Friday, May 16, 2008

Torkham Choke Point: Pakistan To Stop Supporting US Operations In Afghanistan

Torkham is just 5 klicks east of the summit of the Khyber Pass, right on what masquerades as a border between Pakistan and Afghanistan. Some clever chappie drew the Durand Line, more commonly known as the 'Zero Line,' on a map in 1893 as an attempt to keep the Khan's influence out of what was then British India. It never really worked. Jalalabad is to the west, Peshawar is to the east, and in between is al-Qaeda.

The 50,000 US & NATO troops in Afghanistan need about 700,000 gallons of fuel per day to maintain operations. 500,000 of that goes through Torkham, where 36 tankers were blown up in a customs parking lot one night in March. The Afghan National Army has difficulty securing supply columns from attack once past the gate, and the efforts of Pakistan's forces have become increasingly token since recent elections which effectively deposed the US-bankrolled Musharraf. The Taliban was able to close the supply route for at least 8 days in April, prompting an increasing number of Predator drone missile strikes inside Pakistan. "Truckers wanted, must have a love for adventure."

Soon, Pakistan will conclude a new treaty with its tribes to heal enmities over past US support; losses through the Torkham line will likely steepen dramatically. Russia has been watching this devolving situation closely, and Vladimir Putin offered a supply line through Russia at the last NATO meeting, but certainly not for free. They didn't take him up on it (yet). US supplies going through Russia to fight al-Qaeda packs enough irony to prostrate intelligence services with howls of helpless laughter. The only people keeping straight faces are the grunts and the Bush Administration. Here's what the Pakis have to say about it:
Adm. Eric T. Olson, the commander of United States Special Operations Command, held a round-table discussion with a group of civilian Pakistani leaders to sound them out on the possibility of cross-border raids by American forces. He was told in no uncertain terms that from the Pakistani point of view it was a bad idea, said one of the participants.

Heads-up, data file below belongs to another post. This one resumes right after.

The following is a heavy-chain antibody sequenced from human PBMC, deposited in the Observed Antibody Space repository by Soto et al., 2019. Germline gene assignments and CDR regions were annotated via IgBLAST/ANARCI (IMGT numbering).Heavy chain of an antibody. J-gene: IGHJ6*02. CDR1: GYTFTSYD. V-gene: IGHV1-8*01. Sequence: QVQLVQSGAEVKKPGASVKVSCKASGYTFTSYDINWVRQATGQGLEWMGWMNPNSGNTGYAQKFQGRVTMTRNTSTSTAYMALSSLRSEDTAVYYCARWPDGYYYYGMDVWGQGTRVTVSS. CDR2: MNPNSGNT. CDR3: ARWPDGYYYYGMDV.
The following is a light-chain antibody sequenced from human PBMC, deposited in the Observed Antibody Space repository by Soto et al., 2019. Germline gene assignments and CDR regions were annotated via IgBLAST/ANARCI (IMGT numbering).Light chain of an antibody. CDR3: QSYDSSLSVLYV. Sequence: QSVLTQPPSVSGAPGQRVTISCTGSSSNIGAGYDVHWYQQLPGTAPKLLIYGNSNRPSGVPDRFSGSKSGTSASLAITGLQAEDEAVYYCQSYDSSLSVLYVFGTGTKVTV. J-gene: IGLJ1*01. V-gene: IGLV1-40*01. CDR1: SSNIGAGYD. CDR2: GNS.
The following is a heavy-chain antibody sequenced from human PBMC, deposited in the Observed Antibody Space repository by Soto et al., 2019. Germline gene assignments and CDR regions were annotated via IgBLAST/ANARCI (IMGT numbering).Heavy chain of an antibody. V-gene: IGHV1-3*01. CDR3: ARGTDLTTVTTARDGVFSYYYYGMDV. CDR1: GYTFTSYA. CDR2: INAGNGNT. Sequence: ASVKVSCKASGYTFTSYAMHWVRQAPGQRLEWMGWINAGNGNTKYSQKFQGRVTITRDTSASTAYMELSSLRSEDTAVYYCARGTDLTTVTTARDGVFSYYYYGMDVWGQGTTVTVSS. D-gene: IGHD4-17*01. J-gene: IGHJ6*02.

Instead, Pakistani officials are trying to restore calm to their country, which was rattled by a record number of suicide attacks last year. Within days, they are expected to strike a peace accord with Pakistan’s own militants that makes no mention of stopping the infiltrations. In fact, Pakistani counterinsurgency operations have stopped during the new government’s negotiations with the militants.

“Pakistan will take care of its own problems, you take care of Afghanistan on your side,” said Owari Ghani, the governor of North-West Frontier Province, who is also President Pervez Musharraf’s representative in charge of the neighboring tribal areas.

Mr. Ghani, a key architect of the pending peace accord, believes along with many other Pakistani leaders that the United States is floundering in the war in Afghanistan. Pakistan, he said, should not be saddled with America’s mistakes, especially if a solution involved breaching Pakistan’s sovereignty, a delicate matter in a nation where sentiment against the Bush administration runs high.

Pakistan is a sovereign state,” he said. “NATO is in Afghanistan; it’s time they did some soldiering.

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